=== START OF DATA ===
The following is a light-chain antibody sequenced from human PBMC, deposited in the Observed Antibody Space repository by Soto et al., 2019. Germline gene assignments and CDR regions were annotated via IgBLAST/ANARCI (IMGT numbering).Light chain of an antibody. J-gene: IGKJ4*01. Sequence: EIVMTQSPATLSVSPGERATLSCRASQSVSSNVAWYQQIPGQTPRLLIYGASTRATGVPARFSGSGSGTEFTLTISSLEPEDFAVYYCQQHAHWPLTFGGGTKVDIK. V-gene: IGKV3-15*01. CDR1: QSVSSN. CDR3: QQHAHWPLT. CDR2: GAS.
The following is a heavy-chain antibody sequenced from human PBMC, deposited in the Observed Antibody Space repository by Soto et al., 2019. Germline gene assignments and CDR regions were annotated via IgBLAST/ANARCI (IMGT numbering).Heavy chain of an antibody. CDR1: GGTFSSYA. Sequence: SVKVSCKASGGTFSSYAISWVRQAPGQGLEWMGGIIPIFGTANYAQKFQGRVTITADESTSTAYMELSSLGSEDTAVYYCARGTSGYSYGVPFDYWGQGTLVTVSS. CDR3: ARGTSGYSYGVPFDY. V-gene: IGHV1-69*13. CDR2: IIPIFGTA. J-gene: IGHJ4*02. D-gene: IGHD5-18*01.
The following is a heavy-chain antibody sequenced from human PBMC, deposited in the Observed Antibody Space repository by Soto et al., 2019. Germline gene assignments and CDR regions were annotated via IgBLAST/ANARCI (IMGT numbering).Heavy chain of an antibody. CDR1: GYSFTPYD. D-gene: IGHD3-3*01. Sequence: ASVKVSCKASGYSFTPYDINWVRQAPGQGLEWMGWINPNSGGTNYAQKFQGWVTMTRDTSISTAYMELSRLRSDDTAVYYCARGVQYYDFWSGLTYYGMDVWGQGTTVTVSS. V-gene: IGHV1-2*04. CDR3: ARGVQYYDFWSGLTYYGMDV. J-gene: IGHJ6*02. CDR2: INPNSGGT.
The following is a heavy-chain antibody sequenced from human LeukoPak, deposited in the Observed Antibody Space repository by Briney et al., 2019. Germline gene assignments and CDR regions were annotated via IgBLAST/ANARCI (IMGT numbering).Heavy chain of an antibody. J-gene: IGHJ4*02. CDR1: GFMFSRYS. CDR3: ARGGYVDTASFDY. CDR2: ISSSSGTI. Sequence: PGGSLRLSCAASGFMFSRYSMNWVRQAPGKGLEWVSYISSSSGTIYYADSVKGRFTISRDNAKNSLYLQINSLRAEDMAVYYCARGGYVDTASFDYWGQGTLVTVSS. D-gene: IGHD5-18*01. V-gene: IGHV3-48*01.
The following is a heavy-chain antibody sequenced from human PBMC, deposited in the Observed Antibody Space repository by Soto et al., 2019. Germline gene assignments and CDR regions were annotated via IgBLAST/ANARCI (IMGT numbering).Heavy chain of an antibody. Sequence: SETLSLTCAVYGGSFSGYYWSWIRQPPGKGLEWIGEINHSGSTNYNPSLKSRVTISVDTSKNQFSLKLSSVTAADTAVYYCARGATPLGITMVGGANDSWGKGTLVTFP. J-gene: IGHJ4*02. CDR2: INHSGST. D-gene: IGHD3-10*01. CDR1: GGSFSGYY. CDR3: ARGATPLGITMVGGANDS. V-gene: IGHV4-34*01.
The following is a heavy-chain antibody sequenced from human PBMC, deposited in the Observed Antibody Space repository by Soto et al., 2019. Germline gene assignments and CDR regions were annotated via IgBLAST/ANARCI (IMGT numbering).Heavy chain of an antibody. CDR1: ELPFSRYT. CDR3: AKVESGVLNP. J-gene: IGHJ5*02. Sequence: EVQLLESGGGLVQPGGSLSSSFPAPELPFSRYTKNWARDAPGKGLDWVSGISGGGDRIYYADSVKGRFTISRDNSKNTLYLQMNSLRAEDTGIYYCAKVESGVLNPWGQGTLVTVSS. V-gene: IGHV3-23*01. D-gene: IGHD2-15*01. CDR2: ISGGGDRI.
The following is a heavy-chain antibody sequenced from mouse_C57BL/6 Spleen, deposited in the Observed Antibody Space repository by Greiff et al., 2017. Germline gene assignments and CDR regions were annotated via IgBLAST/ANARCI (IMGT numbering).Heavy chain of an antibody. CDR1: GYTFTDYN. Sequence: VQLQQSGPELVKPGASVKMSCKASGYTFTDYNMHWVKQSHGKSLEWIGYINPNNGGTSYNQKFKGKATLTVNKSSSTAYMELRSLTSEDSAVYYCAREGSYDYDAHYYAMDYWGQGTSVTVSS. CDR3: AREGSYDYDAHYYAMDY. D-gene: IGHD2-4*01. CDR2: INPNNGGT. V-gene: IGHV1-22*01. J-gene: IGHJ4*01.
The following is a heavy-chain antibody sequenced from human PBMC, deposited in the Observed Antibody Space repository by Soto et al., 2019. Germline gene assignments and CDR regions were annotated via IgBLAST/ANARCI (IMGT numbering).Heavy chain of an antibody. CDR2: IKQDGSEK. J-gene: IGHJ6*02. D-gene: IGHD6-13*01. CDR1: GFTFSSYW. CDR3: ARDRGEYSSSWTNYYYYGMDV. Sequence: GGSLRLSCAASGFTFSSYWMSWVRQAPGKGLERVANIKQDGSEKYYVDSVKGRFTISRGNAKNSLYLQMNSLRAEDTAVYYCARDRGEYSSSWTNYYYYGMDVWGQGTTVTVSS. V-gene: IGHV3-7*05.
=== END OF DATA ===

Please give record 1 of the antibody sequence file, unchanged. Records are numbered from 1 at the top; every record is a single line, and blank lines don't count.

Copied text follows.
The following is a light-chain antibody sequenced from human PBMC, deposited in the Observed Antibody Space repository by Soto et al., 2019. Germline gene assignments and CDR regions were annotated via IgBLAST/ANARCI (IMGT numbering).Light chain of an antibody. J-gene: IGKJ4*01. Sequence: EIVMTQSPATLSVSPGERATLSCRASQSVSSNVAWYQQIPGQTPRLLIYGASTRATGVPARFSGSGSGTEFTLTISSLEPEDFAVYYCQQHAHWPLTFGGGTKVDIK. V-gene: IGKV3-15*01. CDR1: QSVSSN. CDR3: QQHAHWPLT. CDR2: GAS.